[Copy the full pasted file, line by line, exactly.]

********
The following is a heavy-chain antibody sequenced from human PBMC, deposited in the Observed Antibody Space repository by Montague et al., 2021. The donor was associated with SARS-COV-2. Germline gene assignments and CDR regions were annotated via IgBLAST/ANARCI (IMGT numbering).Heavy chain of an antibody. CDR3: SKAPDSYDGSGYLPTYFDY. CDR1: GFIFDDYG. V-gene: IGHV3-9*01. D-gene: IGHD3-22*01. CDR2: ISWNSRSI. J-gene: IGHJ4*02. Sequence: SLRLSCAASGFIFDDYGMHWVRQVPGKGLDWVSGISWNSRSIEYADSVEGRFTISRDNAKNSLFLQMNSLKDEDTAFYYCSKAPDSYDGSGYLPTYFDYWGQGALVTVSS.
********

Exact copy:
The following is a heavy-chain antibody sequenced from human PBMC, deposited in the Observed Antibody Space repository by Montague et al., 2021. The donor was associated with SARS-COV-2. Germline gene assignments and CDR regions were annotated via IgBLAST/ANARCI (IMGT numbering).Heavy chain of an antibody. CDR3: SKAPDSYDGSGYLPTYFDY. CDR1: GFIFDDYG. V-gene: IGHV3-9*01. D-gene: IGHD3-22*01. CDR2: ISWNSRSI. J-gene: IGHJ4*02. Sequence: SLRLSCAASGFIFDDYGMHWVRQVPGKGLDWVSGISWNSRSIEYADSVEGRFTISRDNAKNSLFLQMNSLKDEDTAFYYCSKAPDSYDGSGYLPTYFDYWGQGALVTVSS.